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I'm developing a world in the near future where a start-up company develops an artificial womb. Now well-off people could grow their children from their eggs & sperm. My story is about couples that can't conceive and serve as test subjects of the program.

Since I read that human babies are born prematurely is it realistic to extend the gestation period to 21 months thus having a more developed baby? My setting works better if the 99% feel that technology allows the wealthy to order their children, while the not so lucky women risk their health or have gaps in their careers.

Explanation:

The setting is near future, something like the next year or two. The company barely managed to mimic what mother nature is doing, and is still very vulnerable to proving that their technology results in healthy normal babies. I assume that no giant breakthrough in genetic engineering occurred that will enable us to create designer babies.

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    $\begingroup$ Declaring that babies are born prematurely is not an accurate interpretation of that article. Babies arrive precisely when they mean to. Evolution favors 9 months, so going over 9 months can affect other things that evolution has lined up with the 9 month window, like development of eyesight or language, perhaps. $\endgroup$ – kingledion Oct 28 '16 at 17:28
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    $\begingroup$ The article sets the limiting factor to pelvis & moms metabolism, none of them matter in my story. Interaction might be a problem. $\endgroup$ – Silur Oct 28 '16 at 17:52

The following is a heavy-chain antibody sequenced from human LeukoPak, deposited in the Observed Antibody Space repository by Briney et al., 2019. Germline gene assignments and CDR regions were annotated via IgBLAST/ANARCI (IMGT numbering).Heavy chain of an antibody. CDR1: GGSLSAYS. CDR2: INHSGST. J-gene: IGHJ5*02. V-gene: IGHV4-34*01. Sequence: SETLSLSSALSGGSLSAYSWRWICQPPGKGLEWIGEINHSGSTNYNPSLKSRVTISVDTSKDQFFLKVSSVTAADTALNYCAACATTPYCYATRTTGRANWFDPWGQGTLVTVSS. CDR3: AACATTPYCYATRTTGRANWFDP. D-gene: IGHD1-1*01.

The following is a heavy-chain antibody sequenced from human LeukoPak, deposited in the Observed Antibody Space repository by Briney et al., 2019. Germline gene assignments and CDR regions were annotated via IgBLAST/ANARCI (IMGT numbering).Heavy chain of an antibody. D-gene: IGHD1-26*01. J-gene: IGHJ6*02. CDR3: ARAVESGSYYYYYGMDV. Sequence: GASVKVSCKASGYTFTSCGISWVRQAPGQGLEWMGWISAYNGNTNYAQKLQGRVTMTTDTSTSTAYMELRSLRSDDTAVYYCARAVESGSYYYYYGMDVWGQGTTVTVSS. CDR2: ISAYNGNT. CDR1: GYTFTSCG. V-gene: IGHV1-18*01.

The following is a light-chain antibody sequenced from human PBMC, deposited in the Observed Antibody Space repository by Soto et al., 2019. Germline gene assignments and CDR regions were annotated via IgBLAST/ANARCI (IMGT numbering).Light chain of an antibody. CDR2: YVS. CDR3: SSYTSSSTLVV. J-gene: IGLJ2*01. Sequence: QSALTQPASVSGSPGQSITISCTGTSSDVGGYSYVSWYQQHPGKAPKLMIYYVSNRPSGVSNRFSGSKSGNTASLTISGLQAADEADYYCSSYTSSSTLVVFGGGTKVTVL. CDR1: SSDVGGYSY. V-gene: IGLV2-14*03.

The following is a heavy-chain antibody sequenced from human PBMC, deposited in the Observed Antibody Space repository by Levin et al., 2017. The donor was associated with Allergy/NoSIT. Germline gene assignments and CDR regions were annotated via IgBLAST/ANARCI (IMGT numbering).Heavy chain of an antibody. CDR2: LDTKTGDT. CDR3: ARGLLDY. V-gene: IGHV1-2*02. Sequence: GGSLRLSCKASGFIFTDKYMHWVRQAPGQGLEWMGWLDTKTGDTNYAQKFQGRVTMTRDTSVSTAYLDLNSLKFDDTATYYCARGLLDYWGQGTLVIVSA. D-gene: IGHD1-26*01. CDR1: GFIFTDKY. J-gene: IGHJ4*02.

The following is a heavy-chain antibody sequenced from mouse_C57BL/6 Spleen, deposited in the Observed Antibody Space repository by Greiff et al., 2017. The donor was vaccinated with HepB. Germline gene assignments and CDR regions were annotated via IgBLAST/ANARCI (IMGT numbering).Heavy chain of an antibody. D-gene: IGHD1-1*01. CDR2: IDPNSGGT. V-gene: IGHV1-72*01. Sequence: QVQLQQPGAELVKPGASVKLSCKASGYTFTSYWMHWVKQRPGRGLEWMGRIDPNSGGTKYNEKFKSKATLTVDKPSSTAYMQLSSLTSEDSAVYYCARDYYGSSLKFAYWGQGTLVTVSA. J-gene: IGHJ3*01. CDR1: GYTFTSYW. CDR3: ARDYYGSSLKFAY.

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    $\begingroup$ I've read a sci-fi story or two on the premise that babies with more than 9 months gestation due to artificial high tech means are more advanced, and freed from the constraints of pelvic size and pregnancy related diabetes and enhanced vulnerability to toxins associated with extended in vitro development, I think that is where evolution would tend to take us. $\endgroup$ – ohwilleke Oct 28 '16 at 18:20
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    $\begingroup$ Ohwilleke: can you name those stories? They would be relevant citations for answering this question. $\endgroup$ – SRM Oct 28 '16 at 21:36
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    $\begingroup$ The problem with giving birth to a human, is the size of the head due to the large brain. At 9 months, the head is about as large it can be while still making birthing a possibility. It's not uncommon for a human birth to take 6 hours or more - with massive pains and struggle. You compare that to other primates, where the birth may last just a couple of hours if not less - the mother basically just squats and give birth. So any longer, all births must be by cesarean. Further more, the big baby - with it's big brain - can barely be sustained by the placenta at 9 months - it must be born. $\endgroup$ – Baard Kopperud Oct 28 '16 at 22:57
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To pile onto what @kingledion said, going more than 9 months is actually dangerous. Most doctors will demand a woman get induced if the baby's not coming by two weeks late, because anything beyond that significantly increases the chances of still birth.